From the Monthly Notes of the Royal Astronomical Society (1965) Vol. 216 pp 411-427

1. Introduction
      A three-mirror telescope was recently describe (Willstrop 1984a, hereafter Paper 1) which relies on the optical properties of coaxial, confocal paraboloidal mirrors (Mersenne 1636) and the Schmidt camera (Schmidt 1931).
      It was shown to have ray-theoretical image spreads under 0.31 arcsec. over a field 4° in diameter, or (with slightly different asphericities of the mirrors) under 0.05 arcsec over 2°, and the focal surface is only moderately curved. The basic form, consisting of a concave paraboloidal primary mirror, convex secondary sphere and concave tertiary spherical mirror, with the same radius of curvature as the secondary, was first described by Paul (1935), who showed that it would be free of Seidel spherical aberration, coma and astigmatism, and that the Petzval sum of curvatures of the mirrors, which governs the curvature of the field in the absence of astigmatism, would be equal to that of the primary mirror alone. The system was discovered independently by Baker, who described it very briefly )Dimitroff & Baker 1945). Later Baker improved the basic system (Baker 1969) in two respects: he made the focal surface flat by giving the tertiary mirror a longer radius of curvature than the secondary while retaining freedom from Seidel spherical aberration principally 5th order spherical aberration by giving the secondary mirror an 'aconical' deformation, which is presumed to mean one proportional to r6.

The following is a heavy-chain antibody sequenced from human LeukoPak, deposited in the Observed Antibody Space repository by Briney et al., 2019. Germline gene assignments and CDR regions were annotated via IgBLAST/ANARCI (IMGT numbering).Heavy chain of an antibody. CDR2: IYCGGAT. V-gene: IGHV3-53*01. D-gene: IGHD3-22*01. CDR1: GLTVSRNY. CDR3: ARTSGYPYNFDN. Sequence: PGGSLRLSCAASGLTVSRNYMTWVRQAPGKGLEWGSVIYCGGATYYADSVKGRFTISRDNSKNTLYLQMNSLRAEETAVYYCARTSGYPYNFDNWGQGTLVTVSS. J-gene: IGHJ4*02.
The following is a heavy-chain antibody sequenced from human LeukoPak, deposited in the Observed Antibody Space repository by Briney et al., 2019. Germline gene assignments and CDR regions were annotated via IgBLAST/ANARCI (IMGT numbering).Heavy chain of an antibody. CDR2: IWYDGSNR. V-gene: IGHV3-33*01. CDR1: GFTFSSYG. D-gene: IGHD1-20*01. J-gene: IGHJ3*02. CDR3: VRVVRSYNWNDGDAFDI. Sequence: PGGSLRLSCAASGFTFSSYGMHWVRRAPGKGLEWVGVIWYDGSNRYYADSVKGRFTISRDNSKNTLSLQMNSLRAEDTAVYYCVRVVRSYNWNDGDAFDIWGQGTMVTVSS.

With one exception, noted below, Paul and Baker both considered the second and third mirrors as an afocal corrector for an existing paraboloidal mirror, which could not be modified without affecting it's usefulness for other types of observation. In Paper 1 the system was considered as a whole, and in order to increase the field of good definition the secondary mirror was brought relatively close to the primary, which was given a large perforation to allow the tertiary mirror to be placed behind it. To improve the optical performance, all three mirrors were allowed to depart from their basic forms.
      In Baker's brief first description of the system (Dimitrioff and Baker 1945), which amounted only to 12 lines of text, he place the third mirror behind a perforated primary, but the advantage of an increased field was not mentioned. In this early work the secondary mirror is incorrectly described as hyperboloidal. In his later important paper Baker (1969) corrected the form of the secondary mirror, but by then he had discarded the idea of placing the tertiary mirror behind the primary.
      In the present paper the system described in Paper 1 is modified, in order to provide a flat focal surface, by the same methods as those used by Baker (1969), i.e. changes in the radii of curvature of the second and third mirrors, and in the eccentricity of the secondary. the optical performance is not as good as in the designs in Paper 1, but remains better than is normally allowed by turbulence in the Earth's atmosphere.